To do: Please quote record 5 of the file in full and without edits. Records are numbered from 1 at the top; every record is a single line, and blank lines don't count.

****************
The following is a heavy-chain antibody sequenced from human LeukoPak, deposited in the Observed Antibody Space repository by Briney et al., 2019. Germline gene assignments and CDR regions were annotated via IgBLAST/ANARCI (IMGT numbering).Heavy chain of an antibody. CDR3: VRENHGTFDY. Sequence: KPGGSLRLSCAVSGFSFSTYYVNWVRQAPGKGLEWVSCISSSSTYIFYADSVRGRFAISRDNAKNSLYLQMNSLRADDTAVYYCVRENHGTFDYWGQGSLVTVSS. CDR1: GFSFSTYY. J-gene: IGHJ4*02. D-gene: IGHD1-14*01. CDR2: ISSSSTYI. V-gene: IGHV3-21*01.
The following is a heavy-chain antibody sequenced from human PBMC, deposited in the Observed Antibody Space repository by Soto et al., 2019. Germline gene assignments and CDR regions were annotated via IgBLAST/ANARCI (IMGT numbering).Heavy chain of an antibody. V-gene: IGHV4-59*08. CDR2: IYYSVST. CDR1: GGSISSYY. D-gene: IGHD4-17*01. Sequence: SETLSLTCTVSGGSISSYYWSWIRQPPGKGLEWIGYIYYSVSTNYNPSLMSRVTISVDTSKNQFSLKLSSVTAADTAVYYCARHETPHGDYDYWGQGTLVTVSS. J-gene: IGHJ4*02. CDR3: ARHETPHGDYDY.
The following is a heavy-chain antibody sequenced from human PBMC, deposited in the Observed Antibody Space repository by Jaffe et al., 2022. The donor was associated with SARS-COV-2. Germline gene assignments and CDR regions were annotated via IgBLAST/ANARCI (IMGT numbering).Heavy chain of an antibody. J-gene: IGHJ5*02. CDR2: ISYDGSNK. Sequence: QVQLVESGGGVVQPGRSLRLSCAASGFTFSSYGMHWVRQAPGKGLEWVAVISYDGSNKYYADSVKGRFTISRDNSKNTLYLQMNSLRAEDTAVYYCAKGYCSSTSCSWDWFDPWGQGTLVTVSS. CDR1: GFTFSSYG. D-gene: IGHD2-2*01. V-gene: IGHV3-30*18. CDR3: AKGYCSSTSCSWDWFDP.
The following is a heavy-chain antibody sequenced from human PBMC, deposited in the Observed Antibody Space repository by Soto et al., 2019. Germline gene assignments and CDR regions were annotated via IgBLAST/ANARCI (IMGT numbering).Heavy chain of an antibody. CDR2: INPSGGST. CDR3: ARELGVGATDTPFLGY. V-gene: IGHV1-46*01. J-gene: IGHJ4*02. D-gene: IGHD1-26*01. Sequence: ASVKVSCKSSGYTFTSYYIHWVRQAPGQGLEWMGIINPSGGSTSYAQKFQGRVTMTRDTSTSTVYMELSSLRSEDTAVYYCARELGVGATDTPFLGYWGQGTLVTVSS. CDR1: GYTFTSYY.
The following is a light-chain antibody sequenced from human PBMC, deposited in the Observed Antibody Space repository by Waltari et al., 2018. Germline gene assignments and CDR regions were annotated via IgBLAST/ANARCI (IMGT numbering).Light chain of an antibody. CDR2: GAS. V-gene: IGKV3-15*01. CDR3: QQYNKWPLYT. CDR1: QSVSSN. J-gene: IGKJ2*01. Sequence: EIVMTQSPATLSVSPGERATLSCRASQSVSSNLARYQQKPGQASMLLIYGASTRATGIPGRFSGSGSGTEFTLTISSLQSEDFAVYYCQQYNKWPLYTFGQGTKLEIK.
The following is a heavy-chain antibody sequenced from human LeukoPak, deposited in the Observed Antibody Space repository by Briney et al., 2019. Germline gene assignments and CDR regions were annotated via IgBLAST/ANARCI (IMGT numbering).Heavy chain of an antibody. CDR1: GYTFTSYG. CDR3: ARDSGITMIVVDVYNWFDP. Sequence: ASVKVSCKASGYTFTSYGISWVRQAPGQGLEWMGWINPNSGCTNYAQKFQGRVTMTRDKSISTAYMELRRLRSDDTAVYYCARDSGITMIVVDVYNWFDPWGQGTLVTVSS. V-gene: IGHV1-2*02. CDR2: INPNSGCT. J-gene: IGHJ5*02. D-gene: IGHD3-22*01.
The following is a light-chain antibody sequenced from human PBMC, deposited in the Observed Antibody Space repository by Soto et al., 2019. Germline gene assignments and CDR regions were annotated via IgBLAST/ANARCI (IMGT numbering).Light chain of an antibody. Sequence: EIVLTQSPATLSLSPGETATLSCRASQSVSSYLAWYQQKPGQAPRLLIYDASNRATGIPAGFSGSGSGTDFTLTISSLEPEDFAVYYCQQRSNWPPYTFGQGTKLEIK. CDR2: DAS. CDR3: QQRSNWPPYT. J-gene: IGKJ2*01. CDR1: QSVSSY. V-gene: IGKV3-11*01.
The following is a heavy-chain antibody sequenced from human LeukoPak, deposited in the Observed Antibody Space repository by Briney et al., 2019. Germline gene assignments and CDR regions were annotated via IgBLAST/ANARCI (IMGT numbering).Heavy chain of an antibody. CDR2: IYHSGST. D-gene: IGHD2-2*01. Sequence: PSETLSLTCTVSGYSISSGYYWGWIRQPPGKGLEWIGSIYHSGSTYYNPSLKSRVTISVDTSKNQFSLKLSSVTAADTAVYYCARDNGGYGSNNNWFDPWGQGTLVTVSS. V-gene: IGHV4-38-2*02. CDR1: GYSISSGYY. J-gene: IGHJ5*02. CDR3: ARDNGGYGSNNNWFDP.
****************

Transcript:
The following is a light-chain antibody sequenced from human PBMC, deposited in the Observed Antibody Space repository by Waltari et al., 2018. Germline gene assignments and CDR regions were annotated via IgBLAST/ANARCI (IMGT numbering).Light chain of an antibody. CDR2: GAS. V-gene: IGKV3-15*01. CDR3: QQYNKWPLYT. CDR1: QSVSSN. J-gene: IGKJ2*01. Sequence: EIVMTQSPATLSVSPGERATLSCRASQSVSSNLARYQQKPGQASMLLIYGASTRATGIPGRFSGSGSGTEFTLTISSLQSEDFAVYYCQQYNKWPLYTFGQGTKLEIK.